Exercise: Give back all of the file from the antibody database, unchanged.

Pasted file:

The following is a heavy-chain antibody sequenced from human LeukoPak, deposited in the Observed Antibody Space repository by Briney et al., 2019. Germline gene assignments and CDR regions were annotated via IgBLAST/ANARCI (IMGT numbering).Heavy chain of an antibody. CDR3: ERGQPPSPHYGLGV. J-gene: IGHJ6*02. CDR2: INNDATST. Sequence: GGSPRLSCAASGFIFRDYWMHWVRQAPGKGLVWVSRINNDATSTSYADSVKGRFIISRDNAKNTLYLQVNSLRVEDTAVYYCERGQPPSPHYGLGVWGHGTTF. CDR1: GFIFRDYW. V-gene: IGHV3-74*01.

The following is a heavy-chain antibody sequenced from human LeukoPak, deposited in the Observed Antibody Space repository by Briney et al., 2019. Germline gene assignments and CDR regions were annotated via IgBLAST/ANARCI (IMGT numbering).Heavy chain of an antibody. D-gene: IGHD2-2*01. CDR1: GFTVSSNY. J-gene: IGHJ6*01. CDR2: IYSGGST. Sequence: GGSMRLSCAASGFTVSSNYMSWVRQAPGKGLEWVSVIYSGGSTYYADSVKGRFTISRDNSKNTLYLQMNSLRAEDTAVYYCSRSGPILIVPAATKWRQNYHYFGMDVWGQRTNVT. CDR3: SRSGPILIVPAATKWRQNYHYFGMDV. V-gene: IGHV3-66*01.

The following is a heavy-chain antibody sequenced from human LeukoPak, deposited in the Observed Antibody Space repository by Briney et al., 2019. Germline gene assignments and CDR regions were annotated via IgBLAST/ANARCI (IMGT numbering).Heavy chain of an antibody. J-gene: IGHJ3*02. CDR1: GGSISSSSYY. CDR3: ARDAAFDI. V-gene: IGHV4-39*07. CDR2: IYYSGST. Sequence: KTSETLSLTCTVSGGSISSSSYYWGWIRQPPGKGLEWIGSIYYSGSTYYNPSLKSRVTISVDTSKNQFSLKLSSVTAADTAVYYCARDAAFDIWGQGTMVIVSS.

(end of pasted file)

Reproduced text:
The following is a heavy-chain antibody sequenced from human LeukoPak, deposited in the Observed Antibody Space repository by Briney et al., 2019. Germline gene assignments and CDR regions were annotated via IgBLAST/ANARCI (IMGT numbering).Heavy chain of an antibody. CDR3: ERGQPPSPHYGLGV. J-gene: IGHJ6*02. CDR2: INNDATST. Sequence: GGSPRLSCAASGFIFRDYWMHWVRQAPGKGLVWVSRINNDATSTSYADSVKGRFIISRDNAKNTLYLQVNSLRVEDTAVYYCERGQPPSPHYGLGVWGHGTTF. CDR1: GFIFRDYW. V-gene: IGHV3-74*01.

The following is a heavy-chain antibody sequenced from human LeukoPak, deposited in the Observed Antibody Space repository by Briney et al., 2019. Germline gene assignments and CDR regions were annotated via IgBLAST/ANARCI (IMGT numbering).Heavy chain of an antibody. D-gene: IGHD2-2*01. CDR1: GFTVSSNY. J-gene: IGHJ6*01. CDR2: IYSGGST. Sequence: GGSMRLSCAASGFTVSSNYMSWVRQAPGKGLEWVSVIYSGGSTYYADSVKGRFTISRDNSKNTLYLQMNSLRAEDTAVYYCSRSGPILIVPAATKWRQNYHYFGMDVWGQRTNVT. CDR3: SRSGPILIVPAATKWRQNYHYFGMDV. V-gene: IGHV3-66*01.

The following is a heavy-chain antibody sequenced from human LeukoPak, deposited in the Observed Antibody Space repository by Briney et al., 2019. Germline gene assignments and CDR regions were annotated via IgBLAST/ANARCI (IMGT numbering).Heavy chain of an antibody. J-gene: IGHJ3*02. CDR1: GGSISSSSYY. CDR3: ARDAAFDI. V-gene: IGHV4-39*07. CDR2: IYYSGST. Sequence: KTSETLSLTCTVSGGSISSSSYYWGWIRQPPGKGLEWIGSIYYSGSTYYNPSLKSRVTISVDTSKNQFSLKLSSVTAADTAVYYCARDAAFDIWGQGTMVIVSS.